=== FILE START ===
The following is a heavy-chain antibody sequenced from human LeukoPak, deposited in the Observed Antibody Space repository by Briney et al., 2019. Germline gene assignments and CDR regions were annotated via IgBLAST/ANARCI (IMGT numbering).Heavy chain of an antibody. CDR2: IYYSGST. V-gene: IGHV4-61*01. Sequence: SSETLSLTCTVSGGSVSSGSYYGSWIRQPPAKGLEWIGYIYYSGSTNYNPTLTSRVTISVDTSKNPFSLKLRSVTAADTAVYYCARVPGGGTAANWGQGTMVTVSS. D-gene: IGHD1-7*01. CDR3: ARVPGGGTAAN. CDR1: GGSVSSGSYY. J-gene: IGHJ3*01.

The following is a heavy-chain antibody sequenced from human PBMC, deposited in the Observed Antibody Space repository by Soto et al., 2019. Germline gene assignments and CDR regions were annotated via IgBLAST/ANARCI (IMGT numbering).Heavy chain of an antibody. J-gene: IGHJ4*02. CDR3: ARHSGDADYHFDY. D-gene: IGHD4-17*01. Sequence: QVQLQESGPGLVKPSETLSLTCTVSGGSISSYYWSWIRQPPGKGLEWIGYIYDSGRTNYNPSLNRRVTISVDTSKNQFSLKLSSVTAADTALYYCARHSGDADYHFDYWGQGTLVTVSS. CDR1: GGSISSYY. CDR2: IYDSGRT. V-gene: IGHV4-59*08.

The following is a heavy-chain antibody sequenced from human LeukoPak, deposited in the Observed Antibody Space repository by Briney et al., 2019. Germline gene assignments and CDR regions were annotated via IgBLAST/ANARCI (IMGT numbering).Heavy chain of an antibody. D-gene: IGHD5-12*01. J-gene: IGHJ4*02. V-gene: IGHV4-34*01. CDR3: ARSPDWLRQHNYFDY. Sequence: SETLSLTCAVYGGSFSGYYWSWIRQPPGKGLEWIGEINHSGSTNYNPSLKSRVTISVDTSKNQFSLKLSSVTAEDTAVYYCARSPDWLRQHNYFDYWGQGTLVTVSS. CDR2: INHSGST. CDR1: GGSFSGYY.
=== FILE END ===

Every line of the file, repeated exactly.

The following is a heavy-chain antibody sequenced from human LeukoPak, deposited in the Observed Antibody Space repository by Briney et al., 2019. Germline gene assignments and CDR regions were annotated via IgBLAST/ANARCI (IMGT numbering).Heavy chain of an antibody. CDR2: IYYSGST. V-gene: IGHV4-61*01. Sequence: SSETLSLTCTVSGGSVSSGSYYGSWIRQPPAKGLEWIGYIYYSGSTNYNPTLTSRVTISVDTSKNPFSLKLRSVTAADTAVYYCARVPGGGTAANWGQGTMVTVSS. D-gene: IGHD1-7*01. CDR3: ARVPGGGTAAN. CDR1: GGSVSSGSYY. J-gene: IGHJ3*01.

The following is a heavy-chain antibody sequenced from human PBMC, deposited in the Observed Antibody Space repository by Soto et al., 2019. Germline gene assignments and CDR regions were annotated via IgBLAST/ANARCI (IMGT numbering).Heavy chain of an antibody. J-gene: IGHJ4*02. CDR3: ARHSGDADYHFDY. D-gene: IGHD4-17*01. Sequence: QVQLQESGPGLVKPSETLSLTCTVSGGSISSYYWSWIRQPPGKGLEWIGYIYDSGRTNYNPSLNRRVTISVDTSKNQFSLKLSSVTAADTALYYCARHSGDADYHFDYWGQGTLVTVSS. CDR1: GGSISSYY. CDR2: IYDSGRT. V-gene: IGHV4-59*08.

The following is a heavy-chain antibody sequenced from human LeukoPak, deposited in the Observed Antibody Space repository by Briney et al., 2019. Germline gene assignments and CDR regions were annotated via IgBLAST/ANARCI (IMGT numbering).Heavy chain of an antibody. D-gene: IGHD5-12*01. J-gene: IGHJ4*02. V-gene: IGHV4-34*01. CDR3: ARSPDWLRQHNYFDY. Sequence: SETLSLTCAVYGGSFSGYYWSWIRQPPGKGLEWIGEINHSGSTNYNPSLKSRVTISVDTSKNQFSLKLSSVTAEDTAVYYCARSPDWLRQHNYFDYWGQGTLVTVSS. CDR2: INHSGST. CDR1: GGSFSGYY.